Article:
The key points raised were;

• Welcomes the findings towards a single EU VAT area with the aim of tackling VAT fraud and closing the VAT gap.

• It agrees with the Action Plans call for new and radical anti-VAT fraud measures, but highlighted that more simplification is required with the aim of introducing these legislative principles in 2017. Continue Reading

Hungary to cut VAT on Restaurants and Basics

The Hungarian government has announced its plans to cut VAT on restaurants, café services, milk, eggs and poultry by 2017.

According to this recent proposal as from the 1st of January 2017, the VAT on food basics – milk, eggs and poultry will be cut from the current rate of 27% down to 5%. In addition to this the VAT on restaurant and café services will drop from 27% to 18% with plans to cut this further to 5% in 2018. This is a follow on from early cuts which brought the VAT on pork down from 27% to 5%.

Whilst this will bring a shortfall in revenue for the government they believe that it will have no operational deficit as this loss will be covered by higher expenditure and faster growth, with GDP expected to pick up to 3.1% next year from 2.5% expected this year.

There is also the potential that internet will also be cut from 27% to 18%.

Oracle R12 eBTax – EMEA VAT SELECTION PROCESS Finally faster!

This blog should affect every single entity using Oracle in the EU but as we usually find, the majority of tax configuration for Oracle R12 has been badly done by the various integration partners and the EU reporting functionality completely missed and nowhere to be seen! Oracle have provided an excellent solution with the European Tax Reporting Ledger but it is often completely missed. But for those of you who have set your solution up correctly, you will often be frustrated by how long the EMEA VAT: Selection Process takes to run and for some large companies we have done work for, the times can be more than 24 hours! Something completely unacceptable for busy tax departments.

But fear not, Oracle now have a fix.

Patch 17976021: MINIMUM TAX REPORTING DATE PARAMETER REQUIRED IN EMEA VAT SELECTION PROCESS TO AVOID PERFORMANCE ISSUE

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Austrian Reduced VAT rate increase

Austrian Reduced VAT rate increase

As part of their 2016 budget Austria have proposed a reduced VAT rate hike raising it from 10% to 13% for the majority of supplies, this is expected to come into force on 1st January 2016, the list of supplies included in this VAT hike are:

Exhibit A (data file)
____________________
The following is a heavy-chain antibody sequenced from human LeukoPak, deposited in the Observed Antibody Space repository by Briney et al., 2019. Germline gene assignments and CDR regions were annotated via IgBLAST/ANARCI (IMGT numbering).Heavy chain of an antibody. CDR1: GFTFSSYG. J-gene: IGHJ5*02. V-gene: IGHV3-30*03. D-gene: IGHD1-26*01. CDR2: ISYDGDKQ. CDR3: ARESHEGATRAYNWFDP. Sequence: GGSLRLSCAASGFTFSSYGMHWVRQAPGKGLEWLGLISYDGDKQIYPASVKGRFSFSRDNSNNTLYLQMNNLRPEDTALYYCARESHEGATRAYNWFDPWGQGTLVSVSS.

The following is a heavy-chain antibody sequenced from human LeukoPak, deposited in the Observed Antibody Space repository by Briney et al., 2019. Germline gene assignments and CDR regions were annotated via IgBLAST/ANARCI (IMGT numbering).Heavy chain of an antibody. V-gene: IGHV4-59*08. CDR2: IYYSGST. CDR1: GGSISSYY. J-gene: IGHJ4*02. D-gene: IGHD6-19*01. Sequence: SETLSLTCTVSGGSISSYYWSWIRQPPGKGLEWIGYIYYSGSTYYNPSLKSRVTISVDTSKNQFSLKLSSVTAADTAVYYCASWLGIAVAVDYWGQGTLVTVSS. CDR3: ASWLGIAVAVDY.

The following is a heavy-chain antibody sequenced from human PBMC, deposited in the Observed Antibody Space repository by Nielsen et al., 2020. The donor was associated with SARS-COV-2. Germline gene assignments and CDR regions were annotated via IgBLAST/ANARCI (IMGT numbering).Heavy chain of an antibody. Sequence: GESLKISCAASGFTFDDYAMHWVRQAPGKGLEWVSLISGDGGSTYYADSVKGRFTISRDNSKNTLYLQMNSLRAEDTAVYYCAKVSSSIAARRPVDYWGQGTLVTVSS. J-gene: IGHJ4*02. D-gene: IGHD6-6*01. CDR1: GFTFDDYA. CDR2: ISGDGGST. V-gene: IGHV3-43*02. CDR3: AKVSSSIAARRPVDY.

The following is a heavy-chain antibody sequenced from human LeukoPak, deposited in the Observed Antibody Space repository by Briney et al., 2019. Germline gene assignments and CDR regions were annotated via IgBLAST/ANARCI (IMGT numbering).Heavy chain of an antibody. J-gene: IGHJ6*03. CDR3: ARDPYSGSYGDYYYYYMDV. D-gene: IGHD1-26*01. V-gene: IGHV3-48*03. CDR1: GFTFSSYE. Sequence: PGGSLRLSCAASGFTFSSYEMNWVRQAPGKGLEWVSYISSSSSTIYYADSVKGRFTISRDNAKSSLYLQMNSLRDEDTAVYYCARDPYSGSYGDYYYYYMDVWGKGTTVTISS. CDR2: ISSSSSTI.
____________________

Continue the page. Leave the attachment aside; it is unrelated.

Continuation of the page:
Cultural events, including entrance to public museums and galleries

• Livestock and seeds
• Hotels (applies later in 2016)

Whilst staying at 10% will be:

• Supplies of food
• Pharmaceutical products

Greek bailout agreement reached

Greece agree bailout deal

An agreement was finally reached last Monday for a €86B bailout deal for Greece, the terms of the new bailout included implementing by Wednesday 15th July to pass laws that:

• Implement VAT hikes.
• Cut pensions.
• Take steps to ensure the independence of Greece’s statistics office is maintained.
• Put measures in place to automatically slash spending if Greece fails to meet its targets on primary surpluses (revenue minus expenditure excluding debt servicing costs).

And by Wednesday 22nd July to:

• Overhaul its civil justice system.
• Implement the Bank Recovery and Resolution Directive (BRRD) to bring bank resolution laws in line with the rest of the EU.
• Market reforms with a clear timetable for implementation of all OECD recommendations, including Sunday trade, sales periods, pharmacy ownership, milk and bakeries, except over-the-counter pharmaceutical products, which will be implemented in a next step.
• Privatisation of the electricity transmission network operator (ADMIE), unless replacement measures can be found that have equivalent effect on competition.
• Labour market policies should be aligned with international and European best practices.
• Adopt the necessary steps to strengthen the financial sector. Continue Reading

Greece presents new bailout proposals

Greece new bail out proposals

Greece have outlined their latest VAT proposals since the ‘No’ referendum last Sunday, so far their main points include:

• Cuts to military spending.
• VAT changes.
• Corporate tax increases.
• Raising retirement age to 67.
• Crack down on tax fraud.
• Increase tax on shipping companies.

The key VAT points are:

• 30% relief for Greek islands to be scrapped – only the most remote islands will keep these tax breaks.
• Restaurants and catering services VAT will rise from 13% to 23%.
• Reduction of the 6.5% to 6%, now only applicable to books, theatre admission and certain medicines.
• A Reduced 13% tax on basic foodstuffs. Continue Reading

Poland plan to cut VAT

Poland VAT cut